Julia Grant. 2014. The Boy Problem: Educating Boys in Urban America, 1870-1970. Baltimore: Johns Hopkins University Press, 2014. 240 pp. $45.00 (hb) ISBN: 9781421412597 (hb) 9781421412603 (e-bk)
Judy Y. Chu
A New Construct for Understanding Adolescent Friendships and Psychological Health
Judy Y. Chu and Niobe Way
This article introduces the construct of “presence in relationship” along with a 25-item measure for its quantitative assessment. This construct expands upon the construct of “voice” as an indication of one’s experiences of self in relationships. Whereas voice focuses on the act of speaking out (saying what one thinks and feels) in relationships, presence in relationship further reflects the extent to which an individual feels connected to his or her self (is self-aware), connected to others (truly known and understood by others), and confident (trusting that one will be accepted and valued by others) within the context of interpersonal relationships. Results from the study of two samples of ethnically diverse middle school (N = 113; 59 males, 54 females) and high school (N = 176; 86 males, 90 females) students in New York City indicate that the Presence in Relationship Scale (PIRS) demonstrates good reliability and provides insight into adolescents’ friendship processes and sense of well-being. Because it includes indicators of the experience of self in relationships, as well as behavioral indicators, presence in relationship may be especially useful for understanding relationships and associated mental health outcomes in boys (and girls) who tend to place less emphasis on voice as a primary way of determining of closeness in relationships.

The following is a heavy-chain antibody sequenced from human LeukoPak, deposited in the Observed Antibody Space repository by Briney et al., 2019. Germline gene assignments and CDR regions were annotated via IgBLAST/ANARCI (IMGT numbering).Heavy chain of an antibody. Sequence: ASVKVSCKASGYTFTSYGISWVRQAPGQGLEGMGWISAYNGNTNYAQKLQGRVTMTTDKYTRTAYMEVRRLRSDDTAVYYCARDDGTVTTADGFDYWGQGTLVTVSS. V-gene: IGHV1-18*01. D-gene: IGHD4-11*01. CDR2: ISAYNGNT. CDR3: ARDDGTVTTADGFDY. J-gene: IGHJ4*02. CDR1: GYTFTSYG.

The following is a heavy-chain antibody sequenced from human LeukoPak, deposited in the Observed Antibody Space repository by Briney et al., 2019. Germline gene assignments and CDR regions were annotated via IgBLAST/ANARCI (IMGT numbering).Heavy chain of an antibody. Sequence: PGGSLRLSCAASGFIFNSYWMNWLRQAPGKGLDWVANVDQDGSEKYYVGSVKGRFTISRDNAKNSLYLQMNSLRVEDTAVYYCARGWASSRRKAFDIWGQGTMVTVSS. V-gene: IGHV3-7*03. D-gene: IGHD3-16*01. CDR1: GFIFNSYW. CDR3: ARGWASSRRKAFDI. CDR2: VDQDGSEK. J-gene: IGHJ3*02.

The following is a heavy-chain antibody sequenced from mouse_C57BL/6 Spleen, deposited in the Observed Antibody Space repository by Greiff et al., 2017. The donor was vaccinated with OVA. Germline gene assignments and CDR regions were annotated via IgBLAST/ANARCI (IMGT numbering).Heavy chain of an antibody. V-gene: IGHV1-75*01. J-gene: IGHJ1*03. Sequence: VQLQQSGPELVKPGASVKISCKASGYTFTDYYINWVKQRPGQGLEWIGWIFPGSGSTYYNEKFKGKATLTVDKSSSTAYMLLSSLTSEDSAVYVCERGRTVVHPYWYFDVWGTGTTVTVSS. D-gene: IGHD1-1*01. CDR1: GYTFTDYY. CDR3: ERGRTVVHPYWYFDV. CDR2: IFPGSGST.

Judy Y. Chu, Murray Drummond, Peter Redman, Gary Alan Fine, Robert Morrell, Amanda Keddie, Neill Korobov, Diederik F. Janssen, Maria Pallotta-Chiarolli, Mary Jane Kehily, Sami Timimi, Murray Pomerance and Ronald F. Levant
The following are responses to a request to the members of our editorial board and contributors to Thymos on the theme of the status of boyhood studies. The twelve contributions take quite different perspectives on the topic. They raise very different questions and present distinctive interests. All have trained their scholarly eye on what boyhood studies means today. Each points to an area of scholarly work that demands the attention of those of us interested in boyhood and the lives of boyhood—as we determine just what these notions mean. Suggestions for further reading offered by the contributors are given at the end (p. 147).